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3 Answers

up vote 8 down vote accepted

Out of the box, most non-tiling managers and desktop environments such as XFCE/Xubuntu does not have tiling support.

A notable exception in Compiz which can be used with the majority of Desktop environments such as Xubuntu/Unity but not Gnome-Shell.

Specifically for Xubuntu, to get mouse tiling support you will need to either compile or install a modified window manager such as this Q&A:

Automatically size windows using Xfce like in gnome

To get keyboard tiling support without compiz and a non-tiling window manager, you will need to be more inventive and control the window position and sizing yourself - this answer gives you this solution.

However, for the best tiling support you should use a dedicated tiling-window manager such as Awesome.

Keyboard Tiling

A basic python script on launchpad allows you to control windows such as moving them to the left or right.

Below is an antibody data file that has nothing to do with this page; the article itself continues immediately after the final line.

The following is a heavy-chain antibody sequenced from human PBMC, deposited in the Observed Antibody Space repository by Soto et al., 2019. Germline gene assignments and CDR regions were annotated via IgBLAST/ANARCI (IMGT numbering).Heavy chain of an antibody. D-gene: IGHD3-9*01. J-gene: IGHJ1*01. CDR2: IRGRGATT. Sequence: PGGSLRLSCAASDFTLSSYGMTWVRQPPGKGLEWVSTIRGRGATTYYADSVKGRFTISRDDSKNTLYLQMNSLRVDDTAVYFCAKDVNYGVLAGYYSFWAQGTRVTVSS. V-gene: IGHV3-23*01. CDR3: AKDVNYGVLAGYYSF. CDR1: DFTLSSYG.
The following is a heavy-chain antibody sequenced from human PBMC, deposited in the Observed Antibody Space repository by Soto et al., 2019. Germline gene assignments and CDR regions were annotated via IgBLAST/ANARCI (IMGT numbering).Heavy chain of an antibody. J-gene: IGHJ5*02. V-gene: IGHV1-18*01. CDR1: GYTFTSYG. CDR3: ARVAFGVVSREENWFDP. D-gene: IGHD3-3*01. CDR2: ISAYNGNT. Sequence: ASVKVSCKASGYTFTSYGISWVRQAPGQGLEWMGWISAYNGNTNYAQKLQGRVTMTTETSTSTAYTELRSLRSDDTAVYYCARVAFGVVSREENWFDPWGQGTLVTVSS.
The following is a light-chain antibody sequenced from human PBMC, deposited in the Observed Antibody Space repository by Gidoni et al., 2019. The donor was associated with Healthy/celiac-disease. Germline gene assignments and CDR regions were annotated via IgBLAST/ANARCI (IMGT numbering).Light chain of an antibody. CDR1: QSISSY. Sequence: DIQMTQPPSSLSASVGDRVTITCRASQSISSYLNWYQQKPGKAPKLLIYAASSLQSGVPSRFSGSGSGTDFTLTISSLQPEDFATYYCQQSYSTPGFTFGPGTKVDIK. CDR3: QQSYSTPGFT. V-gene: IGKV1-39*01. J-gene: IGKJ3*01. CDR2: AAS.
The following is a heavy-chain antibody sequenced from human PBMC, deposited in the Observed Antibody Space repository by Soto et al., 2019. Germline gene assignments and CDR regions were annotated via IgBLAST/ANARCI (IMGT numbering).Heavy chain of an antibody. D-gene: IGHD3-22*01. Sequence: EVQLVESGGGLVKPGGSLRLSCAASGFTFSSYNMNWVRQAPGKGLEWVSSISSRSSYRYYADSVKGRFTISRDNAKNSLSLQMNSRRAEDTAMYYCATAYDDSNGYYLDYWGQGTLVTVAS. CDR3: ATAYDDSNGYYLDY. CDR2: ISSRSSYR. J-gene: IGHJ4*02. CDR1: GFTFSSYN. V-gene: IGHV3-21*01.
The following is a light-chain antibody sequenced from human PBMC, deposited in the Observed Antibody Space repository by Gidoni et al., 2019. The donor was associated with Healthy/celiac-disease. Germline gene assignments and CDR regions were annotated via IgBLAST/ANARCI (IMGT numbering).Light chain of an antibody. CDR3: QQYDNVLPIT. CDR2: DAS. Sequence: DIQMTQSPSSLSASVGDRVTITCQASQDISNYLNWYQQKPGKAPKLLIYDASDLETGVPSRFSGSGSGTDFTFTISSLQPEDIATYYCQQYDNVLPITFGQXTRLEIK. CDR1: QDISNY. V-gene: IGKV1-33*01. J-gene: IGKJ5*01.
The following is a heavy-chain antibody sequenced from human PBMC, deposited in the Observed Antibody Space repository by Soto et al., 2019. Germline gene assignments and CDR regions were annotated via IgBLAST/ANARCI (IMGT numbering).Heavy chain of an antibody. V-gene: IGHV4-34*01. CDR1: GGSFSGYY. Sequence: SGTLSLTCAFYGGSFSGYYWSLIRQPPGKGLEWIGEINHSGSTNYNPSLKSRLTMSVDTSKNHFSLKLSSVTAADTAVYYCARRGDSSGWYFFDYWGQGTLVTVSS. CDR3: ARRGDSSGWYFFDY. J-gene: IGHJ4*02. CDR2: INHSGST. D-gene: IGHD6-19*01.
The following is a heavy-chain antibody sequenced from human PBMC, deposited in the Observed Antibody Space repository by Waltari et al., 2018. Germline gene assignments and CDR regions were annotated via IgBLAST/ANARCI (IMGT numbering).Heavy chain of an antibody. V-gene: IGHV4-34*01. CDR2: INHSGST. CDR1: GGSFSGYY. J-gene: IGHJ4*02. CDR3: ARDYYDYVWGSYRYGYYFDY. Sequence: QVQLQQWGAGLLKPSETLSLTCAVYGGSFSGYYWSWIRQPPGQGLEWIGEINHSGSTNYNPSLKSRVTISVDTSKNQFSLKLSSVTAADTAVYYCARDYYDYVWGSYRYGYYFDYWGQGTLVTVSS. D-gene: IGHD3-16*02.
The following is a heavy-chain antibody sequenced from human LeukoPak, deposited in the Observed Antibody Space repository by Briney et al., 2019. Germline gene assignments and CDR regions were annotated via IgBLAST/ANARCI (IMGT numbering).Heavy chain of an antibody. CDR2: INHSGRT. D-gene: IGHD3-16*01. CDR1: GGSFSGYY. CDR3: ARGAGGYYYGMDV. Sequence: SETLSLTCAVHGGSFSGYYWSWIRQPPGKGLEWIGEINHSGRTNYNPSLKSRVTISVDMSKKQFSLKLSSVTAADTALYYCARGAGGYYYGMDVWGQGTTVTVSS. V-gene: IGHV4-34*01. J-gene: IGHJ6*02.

I've slightly modified this to work with XFCE/Xubuntu and to allow you to install in either 11.10 or 12.04. This can easily be tailored for other DEs such as unity-2d

Create keyboard shortcuts - an example is below:

enter image description here

You call the script stiler.py with the following parameters:

  • left - tile the current window to the left side of the screen.
  • right - tile the current window to the right side of the screen.
  • vertical - tile all windows vertically
  • horizontal - tile all windows horizontally
  • cycle - tile windows in a cyclical manner and rotate between those windows